Community 2.0 LinkedIn Monthly Newsletter

Each month, we reach out to our LinkedIn group, providing news, information and discounts related to our community. If you’re not a part of this group click here to join today!
Click on the link below for this month’s edition of the Community 2.0 Newsletter. Don’t forget to update your group settings to receive announcements, get the latest discussions and news pertaining to our group.

http://www.iirusa.com/upload/wysiwyg/New%20Media/C20March2009c123.html

We would also like to invite anyone in the New York City area to our first Community 2.0 Meetup. It will be taking place April 16, from 5:00 to 7:00. For more information and to RSVP, please follow this link:

http://c20eastcoast-C20.eventbrite.com

Jack in the Box and Social Media

Jack in the Box, a fast food chain, has recently undergone a change in corporate image. After its mascot/CEO/anti-Ronald McDonald character was hit by a bus during the Super Bowl, the company set up a website: hangintherejack.com, essentially opening the corporate brand up to the social networking sphere. LATimes reporter, Dan Neil discusses the social media efforts in his recent article, Jack in the Box feeds the social media beast. Neil says, the six-week “Hang in There Jack” campaign (Secret Weapon Marketing, Santa Monica) was a remarkable document: a 360-degree social media event that mocked even as it exploited the power of YouTube, Twitter, Facebook and Flickr. Along the way it leveraged irony to the breaking point with “viral” cellphone and faux-paparazzi videos, ring tones and texting. Among the crowd-sourced content were 27 get-well videos from fans, some quite brilliant. Neil also discusses the distasterious efforts fo Skittles when it decided to use Twitter to promote the brand. So is social networking tricky for big corporations or is it a case by case basis? We’d like to hear your thoughts.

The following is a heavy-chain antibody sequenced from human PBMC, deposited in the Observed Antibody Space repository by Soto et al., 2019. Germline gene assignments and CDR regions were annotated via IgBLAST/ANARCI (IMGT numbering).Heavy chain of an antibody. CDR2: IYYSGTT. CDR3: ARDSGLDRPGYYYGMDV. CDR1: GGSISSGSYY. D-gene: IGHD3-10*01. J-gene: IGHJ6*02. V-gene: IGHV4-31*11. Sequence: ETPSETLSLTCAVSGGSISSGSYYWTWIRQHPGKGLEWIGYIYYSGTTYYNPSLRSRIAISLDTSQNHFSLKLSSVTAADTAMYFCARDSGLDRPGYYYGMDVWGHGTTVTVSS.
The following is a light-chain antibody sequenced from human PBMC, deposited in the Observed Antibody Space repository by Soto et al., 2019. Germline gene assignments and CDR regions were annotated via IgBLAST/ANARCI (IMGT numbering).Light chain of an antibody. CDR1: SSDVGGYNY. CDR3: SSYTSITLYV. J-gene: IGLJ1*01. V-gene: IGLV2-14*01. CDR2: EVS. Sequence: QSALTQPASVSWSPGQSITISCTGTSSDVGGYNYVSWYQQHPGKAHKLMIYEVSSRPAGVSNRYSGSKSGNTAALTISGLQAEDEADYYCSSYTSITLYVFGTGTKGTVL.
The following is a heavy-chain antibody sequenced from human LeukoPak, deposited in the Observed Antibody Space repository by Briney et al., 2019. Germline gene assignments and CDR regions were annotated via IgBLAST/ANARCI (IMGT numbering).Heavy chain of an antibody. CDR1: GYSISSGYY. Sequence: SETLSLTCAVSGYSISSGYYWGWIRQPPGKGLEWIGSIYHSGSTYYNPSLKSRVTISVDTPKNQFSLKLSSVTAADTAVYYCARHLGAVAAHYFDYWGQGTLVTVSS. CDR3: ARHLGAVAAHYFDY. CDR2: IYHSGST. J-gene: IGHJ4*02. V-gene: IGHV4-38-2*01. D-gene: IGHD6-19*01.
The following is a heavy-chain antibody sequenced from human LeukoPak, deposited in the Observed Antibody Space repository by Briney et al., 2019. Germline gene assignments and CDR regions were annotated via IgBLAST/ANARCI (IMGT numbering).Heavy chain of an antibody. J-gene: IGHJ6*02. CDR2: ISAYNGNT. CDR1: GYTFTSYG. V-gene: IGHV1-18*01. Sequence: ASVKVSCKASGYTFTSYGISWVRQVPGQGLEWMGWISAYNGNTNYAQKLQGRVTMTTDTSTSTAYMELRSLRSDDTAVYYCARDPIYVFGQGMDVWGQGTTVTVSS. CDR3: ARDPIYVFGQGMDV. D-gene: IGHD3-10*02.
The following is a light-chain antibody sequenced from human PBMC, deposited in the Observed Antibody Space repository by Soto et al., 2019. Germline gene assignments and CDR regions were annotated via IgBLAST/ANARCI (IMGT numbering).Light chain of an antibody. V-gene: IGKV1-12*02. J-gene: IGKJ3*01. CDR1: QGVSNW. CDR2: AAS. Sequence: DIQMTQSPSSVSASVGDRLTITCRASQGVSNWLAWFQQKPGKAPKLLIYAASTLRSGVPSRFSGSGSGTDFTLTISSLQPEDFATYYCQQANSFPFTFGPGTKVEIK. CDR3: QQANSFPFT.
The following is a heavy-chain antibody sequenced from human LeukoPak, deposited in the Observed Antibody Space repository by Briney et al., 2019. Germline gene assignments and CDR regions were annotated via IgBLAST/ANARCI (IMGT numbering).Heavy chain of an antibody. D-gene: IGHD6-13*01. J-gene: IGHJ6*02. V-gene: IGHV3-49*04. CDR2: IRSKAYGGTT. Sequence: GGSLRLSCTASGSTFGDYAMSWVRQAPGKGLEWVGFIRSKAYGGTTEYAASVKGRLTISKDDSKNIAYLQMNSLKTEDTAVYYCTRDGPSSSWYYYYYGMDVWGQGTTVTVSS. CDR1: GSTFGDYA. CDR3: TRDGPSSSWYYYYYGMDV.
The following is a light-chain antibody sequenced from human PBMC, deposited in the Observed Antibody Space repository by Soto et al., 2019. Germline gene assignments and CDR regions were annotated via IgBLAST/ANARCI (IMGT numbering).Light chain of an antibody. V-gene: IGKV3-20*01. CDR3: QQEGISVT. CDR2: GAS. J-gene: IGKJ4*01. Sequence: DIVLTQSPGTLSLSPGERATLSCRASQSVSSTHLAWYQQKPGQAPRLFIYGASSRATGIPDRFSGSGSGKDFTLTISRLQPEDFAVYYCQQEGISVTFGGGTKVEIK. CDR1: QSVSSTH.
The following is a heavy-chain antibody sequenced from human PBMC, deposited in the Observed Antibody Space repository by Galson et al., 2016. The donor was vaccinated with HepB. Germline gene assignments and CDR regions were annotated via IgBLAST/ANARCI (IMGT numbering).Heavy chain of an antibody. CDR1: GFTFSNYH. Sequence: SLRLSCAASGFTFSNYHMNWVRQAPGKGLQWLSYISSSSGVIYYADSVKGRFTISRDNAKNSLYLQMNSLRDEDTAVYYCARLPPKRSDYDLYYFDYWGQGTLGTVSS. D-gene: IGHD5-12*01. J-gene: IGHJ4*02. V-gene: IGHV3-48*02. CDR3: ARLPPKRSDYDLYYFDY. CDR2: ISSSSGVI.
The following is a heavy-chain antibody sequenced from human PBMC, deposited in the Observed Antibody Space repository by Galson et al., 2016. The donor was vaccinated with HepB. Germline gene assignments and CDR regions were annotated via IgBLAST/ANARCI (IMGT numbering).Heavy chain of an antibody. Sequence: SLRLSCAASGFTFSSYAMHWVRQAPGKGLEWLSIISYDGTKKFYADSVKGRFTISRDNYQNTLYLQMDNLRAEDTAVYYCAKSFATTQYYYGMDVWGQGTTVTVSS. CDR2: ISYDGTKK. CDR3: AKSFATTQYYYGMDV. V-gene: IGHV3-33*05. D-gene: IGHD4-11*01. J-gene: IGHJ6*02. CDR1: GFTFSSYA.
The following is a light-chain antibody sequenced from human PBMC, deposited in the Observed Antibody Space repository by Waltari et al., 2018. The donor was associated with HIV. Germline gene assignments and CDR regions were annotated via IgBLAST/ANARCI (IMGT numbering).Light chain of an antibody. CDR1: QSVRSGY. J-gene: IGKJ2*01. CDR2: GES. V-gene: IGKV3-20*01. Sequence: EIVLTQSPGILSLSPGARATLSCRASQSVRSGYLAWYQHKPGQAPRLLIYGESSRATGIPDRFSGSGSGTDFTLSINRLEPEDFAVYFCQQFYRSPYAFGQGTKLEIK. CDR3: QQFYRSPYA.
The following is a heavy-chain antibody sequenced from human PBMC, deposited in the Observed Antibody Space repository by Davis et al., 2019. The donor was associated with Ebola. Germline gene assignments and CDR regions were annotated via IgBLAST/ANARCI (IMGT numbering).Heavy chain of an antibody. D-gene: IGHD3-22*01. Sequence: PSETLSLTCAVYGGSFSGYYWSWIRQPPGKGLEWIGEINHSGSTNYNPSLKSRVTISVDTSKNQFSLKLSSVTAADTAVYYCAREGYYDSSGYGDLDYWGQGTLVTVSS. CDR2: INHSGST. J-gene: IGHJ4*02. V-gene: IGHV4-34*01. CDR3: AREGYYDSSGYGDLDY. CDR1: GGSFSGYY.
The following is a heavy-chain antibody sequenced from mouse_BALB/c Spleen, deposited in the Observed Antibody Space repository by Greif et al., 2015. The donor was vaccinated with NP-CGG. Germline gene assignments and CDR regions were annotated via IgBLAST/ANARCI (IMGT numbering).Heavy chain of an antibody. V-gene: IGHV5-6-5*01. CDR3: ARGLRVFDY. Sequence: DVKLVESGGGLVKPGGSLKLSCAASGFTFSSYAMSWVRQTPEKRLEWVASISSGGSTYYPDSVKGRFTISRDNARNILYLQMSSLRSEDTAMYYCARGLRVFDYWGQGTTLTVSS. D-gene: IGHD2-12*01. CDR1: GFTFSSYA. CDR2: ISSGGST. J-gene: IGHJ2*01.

Using Social Media to Protect Public Safety

When the Fugitive Safe Surrender in Washington, D.C’s funding was cut due to budget restrictions, the managers of the program turned to social media to get the word out about their program. According to Corrections.com, several told Fugitive Safe Surrender that they thought that the program was silly until they went to the web site and listened to the audio and watched the video. The web site convinced them that this was a program worth investing in and, through the stories we provided, they helped Fugitive Safe Surrender to publicize the program. Podcasting and other forms of social media are powerful strategies that everyone can use. Whether it’s a quick form of emergency notification, getting the word out about a dangerous criminal or talking about new strategies, citizens and their leaders like the informal and informational aspects of audio, video and story based written material. To learn more about Fugitive Safe Surrender and their social media efforts, visit the Corrections.com article here.